Joaquin Ossorio Castillo/Shutterstock
Joaquin Ossorio Castillo/Shutterstock
Joaquin Ossorio Castillo/Shutterstock

The evolution of the half-smoke

While Ben’s U Street location, with its famed mural, is a hot spot for DC half-smokes, you can now eat them at all kinds of local establishments. You can have it cheap, from a stand along the National Mall or a Chinese carryout. You can have it dressed up in a brioche bun and topped with fried onions and beer cheese at HalfSmoke, a millennial-centric eatery in Shaw.

Ana Marin, co-owner of Meats and Foods on Florida Avenue, sells half-smokes that her husband Scott McIntosh makes in-house. His sausages are the most popular item on their menu by far. Marin, a San Francisco native, moved to DC two decades ago. While she can’t remember her first half-smoke, she’s certain she had it at Ben’s, which she considers a classic. “We tried to make what tastes good, instead of trying to adhere to the canon,” she says.

Like Ben’s, Meats and Foods traffics in nostalgia. But while Ben’s has black-and-white photos of politicians and entertainers on its walls, Meats and Foods has action figures from the ’80s and a whole lot of Garfield-themed art. The generational divide has perhaps resulted in a distinct approach to the half-smoke itself. McIntosh’s version is smokier than those sold at Ben’s.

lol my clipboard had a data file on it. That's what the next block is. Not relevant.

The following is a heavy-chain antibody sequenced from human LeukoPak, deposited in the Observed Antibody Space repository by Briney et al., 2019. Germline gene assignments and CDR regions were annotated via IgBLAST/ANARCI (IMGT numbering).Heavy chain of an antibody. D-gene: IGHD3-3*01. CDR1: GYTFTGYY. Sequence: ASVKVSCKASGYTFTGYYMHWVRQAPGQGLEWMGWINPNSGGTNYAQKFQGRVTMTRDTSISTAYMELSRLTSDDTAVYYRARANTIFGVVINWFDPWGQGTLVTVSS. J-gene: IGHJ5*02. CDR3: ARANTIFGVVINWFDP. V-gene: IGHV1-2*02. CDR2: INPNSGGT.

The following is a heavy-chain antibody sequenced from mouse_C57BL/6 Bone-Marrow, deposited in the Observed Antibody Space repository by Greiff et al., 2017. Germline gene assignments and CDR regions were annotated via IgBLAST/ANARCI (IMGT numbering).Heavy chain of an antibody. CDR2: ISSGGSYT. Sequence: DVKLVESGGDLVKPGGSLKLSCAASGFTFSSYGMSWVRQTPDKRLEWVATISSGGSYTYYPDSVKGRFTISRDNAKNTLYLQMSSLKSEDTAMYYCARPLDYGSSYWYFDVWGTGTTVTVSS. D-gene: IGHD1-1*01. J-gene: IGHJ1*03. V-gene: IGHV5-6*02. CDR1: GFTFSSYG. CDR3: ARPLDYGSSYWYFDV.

When it comes to comparing their sausage, Marin demurs, saying she and McIntosh never wanted to stake out any kind of ownership over the half-smoke. “We would never say we have DC’s number one half-smoke,” Marin says. “It’s just a flavor of sausage we make that we put the same amount of effort into as we put in for all our other sausages.” The decision not to highlight the half-smoke on their menu seems like an act of respect to Ben’s, which is nine blocks west of Meats and Foods.
 
But it’s also an acknowledgement that, despite Ben’s close ties to the sausage, no one owns it. If the half-smoke has no set recipe, there’s room for innovation. Perhaps one day we’ll see a half-smoke that is kosher or halal. Even Ben Ali, the godfather of the half-smoke, never ate one because the sausage had pork, which went against his Muslim dietary restrictions. In an age of meatless fast-food burgers, might we see an Impossible Half-Smoke? Maybe, although the official stance from National Hot Dog & Sausage Council is pretty clear. “I haven’t heard of [a half-smoke] that’s not a pork and beef mixture,” Mittenthal says. “If it doesn’t contain meat, it’s not a sausage by government definition.”